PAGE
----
Traditionally, within the realms of policy-making in the UN, climate change and food security have travelled on different trajectories; the former taking centre stage at dedicated Conference of Parties, under the auspices of the UNFCCC, while the latter gained its contemporary prominence after the 2008 food crisis with the launch of the annual Committee on Food Security.
At the conclusion of the Rio+20 negotiations, climate change and food security have come to share a common platform in the final declaration for the “Future we want”. The two phenomenon are embedded within the 56 page document alongside themes reminiscent of the conference, notably, the Green Economy and Sustainable Development.
However, the nexus between climate change and food security did not emerge at Rio+20, far from it. Organizations within each camp have previously stated the symbiotic relationship between the two. That is, previous publications have already stated how food security strategies can contribute towards climate change adaption and vice-versa. Indeed, since 2007, the IPCC has attributed about 32% of global greenhouse gas emissions to food – 14% to agriculture and 18% to deforestation, a figure that rivals the annual emissions of the EU, Brazil Russia and India combined!
Yet, I will remember one key outcome from Rio+20. The launch of the Zero-Hunger challenge by Secretary General Ban Ki Moon at one of the conference’s side-events came as a “ray of hope that has been shamefully devoid of progress for the almost billion people who go to bed hungry every night” according to Barbara Stocking, Chief Executive of Oxfam GB. The announcement was accompanied by a number of pledges and statements from superstars and political heavyweights in the Food security world including, the President of Niger, Mahamadou Issoufou, British Deputy Prime Minister Nicholas Clegg, the UN World Food Programme’s Executive Director, Ertharin Cousin, UN FAO Director General, Jose Graziano amongst others.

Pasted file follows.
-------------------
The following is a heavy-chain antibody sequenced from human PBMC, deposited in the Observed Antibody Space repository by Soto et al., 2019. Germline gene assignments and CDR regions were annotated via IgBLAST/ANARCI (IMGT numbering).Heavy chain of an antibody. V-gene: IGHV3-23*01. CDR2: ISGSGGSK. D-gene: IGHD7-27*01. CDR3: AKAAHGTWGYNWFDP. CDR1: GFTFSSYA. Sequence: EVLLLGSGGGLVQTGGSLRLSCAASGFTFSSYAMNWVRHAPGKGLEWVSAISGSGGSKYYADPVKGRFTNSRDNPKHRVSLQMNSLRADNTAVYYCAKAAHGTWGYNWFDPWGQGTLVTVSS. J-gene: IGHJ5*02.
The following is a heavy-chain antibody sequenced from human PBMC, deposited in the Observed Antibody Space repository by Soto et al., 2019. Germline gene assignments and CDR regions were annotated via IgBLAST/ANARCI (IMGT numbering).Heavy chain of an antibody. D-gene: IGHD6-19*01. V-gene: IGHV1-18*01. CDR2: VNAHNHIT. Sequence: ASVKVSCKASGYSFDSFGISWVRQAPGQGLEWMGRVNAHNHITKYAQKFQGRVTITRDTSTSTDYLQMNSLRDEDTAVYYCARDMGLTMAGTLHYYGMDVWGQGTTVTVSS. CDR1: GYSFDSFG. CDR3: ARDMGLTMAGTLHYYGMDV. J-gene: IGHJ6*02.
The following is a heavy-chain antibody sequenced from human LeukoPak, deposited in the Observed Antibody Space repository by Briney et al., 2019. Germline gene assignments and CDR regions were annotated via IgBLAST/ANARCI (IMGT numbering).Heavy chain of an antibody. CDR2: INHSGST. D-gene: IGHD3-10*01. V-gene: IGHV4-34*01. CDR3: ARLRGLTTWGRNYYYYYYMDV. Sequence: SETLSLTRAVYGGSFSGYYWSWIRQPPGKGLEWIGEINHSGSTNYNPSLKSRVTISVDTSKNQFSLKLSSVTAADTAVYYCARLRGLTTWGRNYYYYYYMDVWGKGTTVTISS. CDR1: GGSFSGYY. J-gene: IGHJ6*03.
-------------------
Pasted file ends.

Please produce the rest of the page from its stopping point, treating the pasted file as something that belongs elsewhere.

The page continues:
The Zero- Hunger challenge, an open-ended endeavour with no set deadline, is governed by five broad objectives that ultimately aspire to eradicate hunger around the world to ensure sustainable access for food withstanding climate change (although, there was no mention on how this could be achieved).
At its best the new Zero Hunger challenge gives us a glimpse of what the so-called, Sustainable Development Goals will look like in two years time. At its worst, the Zero Hunger challenge may be a blessing in disguise, a panacea akin to the highly controversial Green Revolution from the 1960s, where instead of hunger eradication, we are faced with the commodification of food and nature in favour of the business entities that control them as we’ve previously seen in Mexico and India
My concern with this new challenge is how little it takes into account previous shortcomings from similar initiatives – the benefit of historical analysis;